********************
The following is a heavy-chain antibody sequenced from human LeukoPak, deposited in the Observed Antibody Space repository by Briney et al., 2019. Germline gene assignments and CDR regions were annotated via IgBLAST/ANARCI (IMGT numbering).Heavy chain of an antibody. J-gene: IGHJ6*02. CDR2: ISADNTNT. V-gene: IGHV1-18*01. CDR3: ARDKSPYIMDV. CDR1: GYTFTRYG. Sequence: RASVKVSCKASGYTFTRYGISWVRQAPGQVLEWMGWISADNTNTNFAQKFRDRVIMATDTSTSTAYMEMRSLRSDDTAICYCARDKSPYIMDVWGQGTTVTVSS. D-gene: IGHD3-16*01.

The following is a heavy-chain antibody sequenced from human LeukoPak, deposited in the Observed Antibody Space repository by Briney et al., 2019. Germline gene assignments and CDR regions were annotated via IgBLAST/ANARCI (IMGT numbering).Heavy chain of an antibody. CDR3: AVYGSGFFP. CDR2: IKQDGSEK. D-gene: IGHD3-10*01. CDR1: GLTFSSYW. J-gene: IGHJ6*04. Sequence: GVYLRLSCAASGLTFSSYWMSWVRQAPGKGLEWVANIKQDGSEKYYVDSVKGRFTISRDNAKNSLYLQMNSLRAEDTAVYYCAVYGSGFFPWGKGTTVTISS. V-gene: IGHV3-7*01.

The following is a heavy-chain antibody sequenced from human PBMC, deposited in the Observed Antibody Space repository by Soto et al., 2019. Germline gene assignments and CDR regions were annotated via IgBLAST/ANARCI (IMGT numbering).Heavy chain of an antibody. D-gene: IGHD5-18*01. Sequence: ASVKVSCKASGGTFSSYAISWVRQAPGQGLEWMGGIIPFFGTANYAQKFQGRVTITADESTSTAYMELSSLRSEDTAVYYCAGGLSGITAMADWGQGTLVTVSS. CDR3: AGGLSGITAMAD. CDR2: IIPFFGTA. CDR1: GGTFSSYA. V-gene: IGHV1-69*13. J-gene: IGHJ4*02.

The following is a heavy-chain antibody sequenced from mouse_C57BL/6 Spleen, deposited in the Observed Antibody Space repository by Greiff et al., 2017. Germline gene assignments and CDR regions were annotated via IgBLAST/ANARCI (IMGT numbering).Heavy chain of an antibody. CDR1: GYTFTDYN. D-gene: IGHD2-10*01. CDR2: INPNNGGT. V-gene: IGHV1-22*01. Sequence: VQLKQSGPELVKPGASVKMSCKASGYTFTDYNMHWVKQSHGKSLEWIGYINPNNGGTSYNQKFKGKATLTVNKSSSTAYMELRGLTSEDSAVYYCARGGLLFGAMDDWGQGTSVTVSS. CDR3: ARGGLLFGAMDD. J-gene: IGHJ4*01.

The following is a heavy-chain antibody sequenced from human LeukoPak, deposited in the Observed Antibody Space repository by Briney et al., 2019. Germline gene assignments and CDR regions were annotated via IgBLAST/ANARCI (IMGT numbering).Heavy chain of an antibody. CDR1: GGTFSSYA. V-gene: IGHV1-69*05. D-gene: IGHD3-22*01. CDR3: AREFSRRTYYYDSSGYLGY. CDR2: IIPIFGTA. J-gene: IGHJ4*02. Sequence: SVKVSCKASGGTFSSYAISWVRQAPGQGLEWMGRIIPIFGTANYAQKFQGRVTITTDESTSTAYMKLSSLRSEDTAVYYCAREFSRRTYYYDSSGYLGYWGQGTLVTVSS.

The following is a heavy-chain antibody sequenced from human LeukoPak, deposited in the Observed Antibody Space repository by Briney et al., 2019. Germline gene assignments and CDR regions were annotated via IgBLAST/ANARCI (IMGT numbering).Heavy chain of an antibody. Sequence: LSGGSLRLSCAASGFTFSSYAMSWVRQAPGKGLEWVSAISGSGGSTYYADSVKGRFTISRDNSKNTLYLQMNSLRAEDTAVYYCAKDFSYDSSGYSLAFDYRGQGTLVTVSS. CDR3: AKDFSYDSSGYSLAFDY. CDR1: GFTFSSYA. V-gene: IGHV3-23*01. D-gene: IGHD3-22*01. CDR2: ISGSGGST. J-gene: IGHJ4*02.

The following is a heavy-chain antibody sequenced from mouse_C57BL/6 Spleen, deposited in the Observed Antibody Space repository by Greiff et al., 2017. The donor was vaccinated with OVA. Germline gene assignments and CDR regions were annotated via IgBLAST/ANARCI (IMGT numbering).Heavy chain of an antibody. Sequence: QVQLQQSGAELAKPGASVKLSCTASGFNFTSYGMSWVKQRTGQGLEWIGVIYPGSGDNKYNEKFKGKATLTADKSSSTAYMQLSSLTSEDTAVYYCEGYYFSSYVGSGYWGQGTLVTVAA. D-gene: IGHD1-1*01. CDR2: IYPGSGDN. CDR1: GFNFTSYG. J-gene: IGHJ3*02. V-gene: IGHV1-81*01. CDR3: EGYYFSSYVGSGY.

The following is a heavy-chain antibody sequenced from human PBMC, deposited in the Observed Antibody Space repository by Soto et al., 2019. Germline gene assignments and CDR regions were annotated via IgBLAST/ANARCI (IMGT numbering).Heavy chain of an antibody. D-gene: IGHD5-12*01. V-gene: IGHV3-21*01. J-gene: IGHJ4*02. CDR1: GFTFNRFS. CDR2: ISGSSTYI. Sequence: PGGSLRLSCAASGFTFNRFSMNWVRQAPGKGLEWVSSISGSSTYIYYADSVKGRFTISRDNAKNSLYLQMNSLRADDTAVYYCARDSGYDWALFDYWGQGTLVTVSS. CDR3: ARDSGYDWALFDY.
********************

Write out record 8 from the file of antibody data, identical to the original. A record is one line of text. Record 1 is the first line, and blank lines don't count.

The following is a heavy-chain antibody sequenced from human PBMC, deposited in the Observed Antibody Space repository by Soto et al., 2019. Germline gene assignments and CDR regions were annotated via IgBLAST/ANARCI (IMGT numbering).Heavy chain of an antibody. D-gene: IGHD5-12*01. V-gene: IGHV3-21*01. J-gene: IGHJ4*02. CDR1: GFTFNRFS. CDR2: ISGSSTYI. Sequence: PGGSLRLSCAASGFTFNRFSMNWVRQAPGKGLEWVSSISGSSTYIYYADSVKGRFTISRDNAKNSLYLQMNSLRADDTAVYYCARDSGYDWALFDYWGQGTLVTVSS. CDR3: ARDSGYDWALFDY.